3:AM: So can you introduce the lay folk to some of the really interesting ideas that you’re brooding about in the philosophy of maths? What are the cutting edge thoughts around and why are they significant? And are there some way out, weird calculations that would melt our brains?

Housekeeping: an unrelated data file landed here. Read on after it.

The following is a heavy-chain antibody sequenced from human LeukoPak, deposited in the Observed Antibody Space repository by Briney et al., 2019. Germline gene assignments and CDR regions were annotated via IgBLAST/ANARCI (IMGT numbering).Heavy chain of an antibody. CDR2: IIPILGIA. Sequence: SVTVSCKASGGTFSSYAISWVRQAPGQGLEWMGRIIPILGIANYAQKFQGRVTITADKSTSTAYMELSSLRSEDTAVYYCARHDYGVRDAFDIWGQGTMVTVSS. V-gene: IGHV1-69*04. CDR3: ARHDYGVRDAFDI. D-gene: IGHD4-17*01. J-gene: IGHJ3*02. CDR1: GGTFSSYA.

JDH: One idea I am brooding on — I’m not sure it will melt anyone’s brain — is the question of whether we really do have an absolute notion of the finite, as many seem to say we do, for example, when describing the natural numbers as the set containing, 0, 1, 2, and so on. My question is whether that “and so on” is really as meaningful as some people take it to be. Mathematicians, of course, give some substance to the idea by proving that the natural numbers are categorical, in that there is one and only one structure satisfying the second-order Peano axioms, and this is the structure of the natural numbers. My objection to this explanation is that this second-order proof in effect establishes the uniqueness of the concept of finiteness by relying on the presumed absoluteness of our concept of set of natural numbers, which is surely a murkier realm in comparison. So how can people think this approach succeeds? Ultimately, I find myself increasingly led to the idea that there may be an undiscovered plurality of finiteness concepts, going along with the plurality of set concepts, that different mathematical universes may have incomparable concepts of the finite, each of them improved by a stronger concept of the finite. Indeed, I speculate that this kind of plurality is ultimately what underlies the pervasive logical independence we find in our theories as well as the pervasive phenomenon of computable undecidability. I await technological developments in set theory that will provide an arithmetic analogue to forcing, allowing us to modify the arithmetic of a model of set theory in a controlled way that does not seem to give preference to the legitimacy of one model over the other, just as forcing does in the higher-order realm.